Yen strengthens as worsening Sino-U.S. relations back on the table

The Japanese yen rose to a one-month high while the euro’s gains paused as traders watched flash Purchasing Managers’ Index (PMI) readings for July across major developed economies.

IHS Markit’s composite flash PMI for the euro zone came in above economists’ expectations and showed activity bouncing back to growth in July as more businesses reopened after lockdowns to curtail the spread of the coronavirus.

PMIs for the United States will follow later in the day.

The euro was left untouched by the euro zone data, as it has already enjoyed a winning streak for all of July, rising by 3.3% above $1.16, as the European Union’s passing of a 750 billion-euro recovery fund restored confidence.

(GRAPHIC: Euro on course for best week in 2 months – here)

The common currency was flat at $1.1601 EUR=EBS, with the U.S. dollar losing some of its appeal as a safe haven, making room for the Japanese yen to rise.

The yen was last up 0.6% at 106.25 JPY=EBS, its highest since June 23, after China’s foreign ministry told the U.S. embassy early on Friday to close its consulate in the city of Chengdu, after Washington ordered the closure of the Chinese consulate in Houston.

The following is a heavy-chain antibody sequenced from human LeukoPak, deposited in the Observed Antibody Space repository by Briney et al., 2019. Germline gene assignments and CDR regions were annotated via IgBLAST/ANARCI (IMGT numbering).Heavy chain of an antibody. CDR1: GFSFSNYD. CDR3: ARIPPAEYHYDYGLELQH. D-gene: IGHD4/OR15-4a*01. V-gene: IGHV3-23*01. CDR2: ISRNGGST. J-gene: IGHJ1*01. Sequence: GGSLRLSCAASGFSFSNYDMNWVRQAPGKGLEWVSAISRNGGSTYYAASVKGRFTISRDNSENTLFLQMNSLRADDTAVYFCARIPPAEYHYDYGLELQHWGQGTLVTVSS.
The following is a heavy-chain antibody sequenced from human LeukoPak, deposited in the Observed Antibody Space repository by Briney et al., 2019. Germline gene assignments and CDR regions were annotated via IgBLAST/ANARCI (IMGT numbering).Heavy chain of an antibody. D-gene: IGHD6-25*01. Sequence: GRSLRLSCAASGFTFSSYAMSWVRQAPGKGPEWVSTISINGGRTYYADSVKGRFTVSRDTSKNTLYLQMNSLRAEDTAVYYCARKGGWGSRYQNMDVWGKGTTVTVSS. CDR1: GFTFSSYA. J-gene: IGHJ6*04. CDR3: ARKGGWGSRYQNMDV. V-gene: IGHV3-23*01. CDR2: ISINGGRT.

“Typically when we would be entering into more of a risk- averse posture, the dollar would strengthen,” said Shannon Saccocia, CIO at Boston Private Wealth. But because the United States has managed the coronavirus pandemic worse than Europe or China, “it seems like there is more promise outside of the United States.

“I think we’re going to continue to see pressure on the dollar” as expectations of a steady return to growth diverge between the United States and elsewhere, Saccocia said.

Sino-U.S. ties have deteriorated over issues ranging from the COVD-19 pandemic, which began in China, to Beijing trade and business practices, its territorial claims in the South China Sea and its clampdown in Hong Kong.

Markets have been relieved that so far China and the United State have not abandoned their trade deal, but they are beginning to view that as a real risk.

The Chinese yuan, a barometer of China-U.S. tensions, looks set for its worst week in three months. It was last down 0.2% at 7.0276 per dollar in the offshore market CNH=EBS.

Elsewhere, the British pound fell 0.2% versus the dollar and the euro, to $1.2721 GBP=D3 and 91.19 pence EURGBP=D3 respectively.

Focus is also on the next U.S. fiscal rescue package, which is deadlocked in Congress with some unemployment benefits due to expire at the end of the month.

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